Humanitarian interventionists, more liberals than conservatives, argued that the United States should use force, but more selectively, to achieve various goals. These goals included interventions that allegedly defended the quest for human rights. Advocates of humanitarian interventionism argued that the United States must use all means available, military and diplomatic, to maximize interests and values. And force need not be the first or only instrument of policy. 

But in the end the humanitarian interventionists encouraged bombing Serbia, intervening in a civil war in Libya, funding rebels perpetuating war in Syria, expanding military training and a U.S. presence in Africa, and funding opposition elements against the government in Venezuela. In addition, with advice from humanitarian interventionists, the United States increased the use of drones to target enemies of U.S. interests in East Asia, the Persian Gulf, and the Middle East.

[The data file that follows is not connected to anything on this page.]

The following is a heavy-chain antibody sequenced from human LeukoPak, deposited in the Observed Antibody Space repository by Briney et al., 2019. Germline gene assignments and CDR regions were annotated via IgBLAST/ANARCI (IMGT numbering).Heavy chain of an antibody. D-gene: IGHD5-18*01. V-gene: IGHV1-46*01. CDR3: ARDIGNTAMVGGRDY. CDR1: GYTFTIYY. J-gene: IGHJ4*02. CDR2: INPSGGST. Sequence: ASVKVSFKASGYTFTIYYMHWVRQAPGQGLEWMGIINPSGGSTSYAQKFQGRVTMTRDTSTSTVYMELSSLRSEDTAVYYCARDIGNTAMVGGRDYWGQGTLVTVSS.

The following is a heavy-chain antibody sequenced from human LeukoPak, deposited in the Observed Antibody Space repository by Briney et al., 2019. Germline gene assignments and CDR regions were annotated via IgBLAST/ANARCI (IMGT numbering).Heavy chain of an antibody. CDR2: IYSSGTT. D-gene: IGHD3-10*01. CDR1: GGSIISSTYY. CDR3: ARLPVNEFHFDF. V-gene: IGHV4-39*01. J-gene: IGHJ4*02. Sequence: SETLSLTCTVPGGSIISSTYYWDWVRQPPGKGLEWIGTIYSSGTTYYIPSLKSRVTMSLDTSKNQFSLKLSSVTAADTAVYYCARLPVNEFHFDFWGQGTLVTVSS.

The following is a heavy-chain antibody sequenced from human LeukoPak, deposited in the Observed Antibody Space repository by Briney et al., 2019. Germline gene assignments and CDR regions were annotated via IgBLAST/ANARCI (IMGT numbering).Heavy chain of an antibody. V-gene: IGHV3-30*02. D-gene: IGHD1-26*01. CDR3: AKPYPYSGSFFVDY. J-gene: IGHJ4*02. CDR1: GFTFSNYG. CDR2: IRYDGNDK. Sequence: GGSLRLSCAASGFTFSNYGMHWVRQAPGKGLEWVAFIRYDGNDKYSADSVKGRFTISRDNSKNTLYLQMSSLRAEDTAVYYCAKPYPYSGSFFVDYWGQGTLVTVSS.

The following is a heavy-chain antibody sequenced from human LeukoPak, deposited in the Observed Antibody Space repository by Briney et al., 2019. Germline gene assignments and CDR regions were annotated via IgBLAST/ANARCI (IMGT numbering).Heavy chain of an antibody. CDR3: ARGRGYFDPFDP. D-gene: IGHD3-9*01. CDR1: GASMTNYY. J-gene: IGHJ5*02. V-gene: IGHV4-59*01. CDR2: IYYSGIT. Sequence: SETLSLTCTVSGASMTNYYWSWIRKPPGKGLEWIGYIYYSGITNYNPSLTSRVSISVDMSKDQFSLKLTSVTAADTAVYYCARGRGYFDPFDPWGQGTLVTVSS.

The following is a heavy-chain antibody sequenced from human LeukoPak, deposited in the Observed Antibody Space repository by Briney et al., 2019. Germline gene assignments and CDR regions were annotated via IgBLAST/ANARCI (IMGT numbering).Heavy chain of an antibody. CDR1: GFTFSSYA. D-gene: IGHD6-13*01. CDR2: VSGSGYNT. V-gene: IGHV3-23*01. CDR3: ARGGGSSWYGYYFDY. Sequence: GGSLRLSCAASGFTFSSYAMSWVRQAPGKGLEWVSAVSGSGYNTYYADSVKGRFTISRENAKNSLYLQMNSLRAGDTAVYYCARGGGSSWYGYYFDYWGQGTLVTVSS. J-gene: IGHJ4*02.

Neoconservatives and humanitarian interventionists (and in earlier times anti-communists) have led the charge for war-making in the United States since World War II. Between the end of the war and the 1990s, 10 million people died in wars in which the United States had a presence. Hundreds of thousands of young men and women serving in the armed forces of the United States have died or been permanently scarred by U.S. wars. And the physical landscape of Southeast Asia, the Persian Gulf, Central America, and the Middle East has been devastated by war. And in the United States, foreign policy elites, politicians, and think tank experts still advocate violence to address international problems. 

Therefore, in the context of a huge arms industry and global economic and political interests, any presidential initiative that uses diplomacy rather than force, declares its opposition to unilateral action, and challenges the war mindset deserves the support of the peace movement. Given the long and painful United States war system, the battle to secure the agreement between the P5 plus 1 nuclear agreement with Iran is worthy of support.